Need more convincing that Minecraft can be a powerful tool for learning? Check out this fun video from PBS Idea Channel’s Mike Rugnetta, who specifically (and very quickly) lists a number of ways the video game can and has been used to learn everything from physics to history.
Author Archives: Tina Barseghian
If kids can access information from sources other than school, and if school is no longer the only place where information lives, what, then happens to the role of this institution?
“Our whole reason for showing up for school has changed, but infrastructure has stayed behind,” said Diana Laufenberg, who taught history at the progressive public school Science Leadership Academy for many years. Laufenberg provided some insight into how she guided students to find their own learning paths at school, and enumerated some of these ideas at SXSWEdu last week.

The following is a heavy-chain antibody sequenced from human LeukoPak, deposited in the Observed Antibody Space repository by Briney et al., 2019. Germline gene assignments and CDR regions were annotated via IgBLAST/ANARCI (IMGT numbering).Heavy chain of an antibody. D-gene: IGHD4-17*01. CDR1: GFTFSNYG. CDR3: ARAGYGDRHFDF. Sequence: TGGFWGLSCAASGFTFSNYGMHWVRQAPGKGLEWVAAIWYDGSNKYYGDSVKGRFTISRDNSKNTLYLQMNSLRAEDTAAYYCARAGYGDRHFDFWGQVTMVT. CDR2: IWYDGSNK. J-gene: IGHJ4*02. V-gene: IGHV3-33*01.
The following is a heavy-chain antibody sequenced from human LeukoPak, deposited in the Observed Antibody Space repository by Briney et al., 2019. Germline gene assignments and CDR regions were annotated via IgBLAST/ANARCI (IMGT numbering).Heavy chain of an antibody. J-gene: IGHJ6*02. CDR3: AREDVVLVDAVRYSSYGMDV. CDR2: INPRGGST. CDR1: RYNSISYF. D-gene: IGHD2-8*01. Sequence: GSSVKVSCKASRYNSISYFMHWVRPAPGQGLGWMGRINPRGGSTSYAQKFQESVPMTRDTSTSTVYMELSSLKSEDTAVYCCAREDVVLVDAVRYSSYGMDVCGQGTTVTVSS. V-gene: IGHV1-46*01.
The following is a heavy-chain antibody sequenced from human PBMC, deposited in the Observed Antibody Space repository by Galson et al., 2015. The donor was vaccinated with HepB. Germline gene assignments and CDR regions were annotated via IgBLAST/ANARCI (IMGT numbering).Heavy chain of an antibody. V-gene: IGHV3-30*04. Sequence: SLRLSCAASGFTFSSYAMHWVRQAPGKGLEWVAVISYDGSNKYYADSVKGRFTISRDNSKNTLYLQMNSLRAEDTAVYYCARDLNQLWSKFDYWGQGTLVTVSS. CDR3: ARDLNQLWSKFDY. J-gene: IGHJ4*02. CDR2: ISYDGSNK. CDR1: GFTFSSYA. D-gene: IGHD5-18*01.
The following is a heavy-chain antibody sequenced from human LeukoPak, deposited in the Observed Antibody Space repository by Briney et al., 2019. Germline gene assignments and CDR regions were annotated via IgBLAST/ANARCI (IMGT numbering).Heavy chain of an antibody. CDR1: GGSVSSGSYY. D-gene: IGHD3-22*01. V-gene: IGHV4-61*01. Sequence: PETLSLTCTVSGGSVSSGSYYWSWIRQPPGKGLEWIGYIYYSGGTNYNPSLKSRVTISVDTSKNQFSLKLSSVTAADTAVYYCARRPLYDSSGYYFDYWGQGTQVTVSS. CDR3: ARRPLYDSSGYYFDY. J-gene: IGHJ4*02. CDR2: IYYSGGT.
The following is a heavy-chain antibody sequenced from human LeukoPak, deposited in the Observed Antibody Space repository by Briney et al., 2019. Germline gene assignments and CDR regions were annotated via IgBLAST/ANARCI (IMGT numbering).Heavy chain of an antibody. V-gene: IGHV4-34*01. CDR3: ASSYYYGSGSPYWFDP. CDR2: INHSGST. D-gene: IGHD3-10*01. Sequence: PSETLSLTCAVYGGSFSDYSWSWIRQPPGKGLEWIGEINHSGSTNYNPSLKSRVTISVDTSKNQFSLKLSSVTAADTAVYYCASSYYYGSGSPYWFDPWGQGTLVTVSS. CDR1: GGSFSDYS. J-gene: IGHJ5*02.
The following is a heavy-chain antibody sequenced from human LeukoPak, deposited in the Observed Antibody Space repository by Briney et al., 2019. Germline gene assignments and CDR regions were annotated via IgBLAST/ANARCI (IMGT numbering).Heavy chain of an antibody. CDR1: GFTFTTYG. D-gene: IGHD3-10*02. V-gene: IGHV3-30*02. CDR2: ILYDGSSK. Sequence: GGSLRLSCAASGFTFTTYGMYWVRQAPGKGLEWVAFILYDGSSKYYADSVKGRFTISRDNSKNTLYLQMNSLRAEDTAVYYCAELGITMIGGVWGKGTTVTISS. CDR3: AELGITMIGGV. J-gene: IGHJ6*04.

1. BE FLEXIBLE.
The less educators try to control what kids learn, the more students’ voices will be heard and, eventually, their ability to drive their own learning. But that requires a flexible mindset on the part of the teacher. “That’s a scary proposition for teachers,” Laufenberg said. “‘What do you mean I’m going to have 60 kids doing 60 different projects,’ teachers might say. But that’s exactly the way for kids to do interesting, high-end work that they’re invested in.”
Laufenberg recalled a group of tenacious students who continued to ask permission to focus their video project on the subject of drugs, despite her repeated objections. She finally relented — with the caveat that they not resort to cliches. In turn, the students turned in one of the best video projects she’d ever seen: a well-produced, polished video about Americans’ dependence on pharmaceutical drugs that was dense with facts backed up by students’ research. “And I almost killed this project,” she said. “There are vastly creative minds that are Continue reading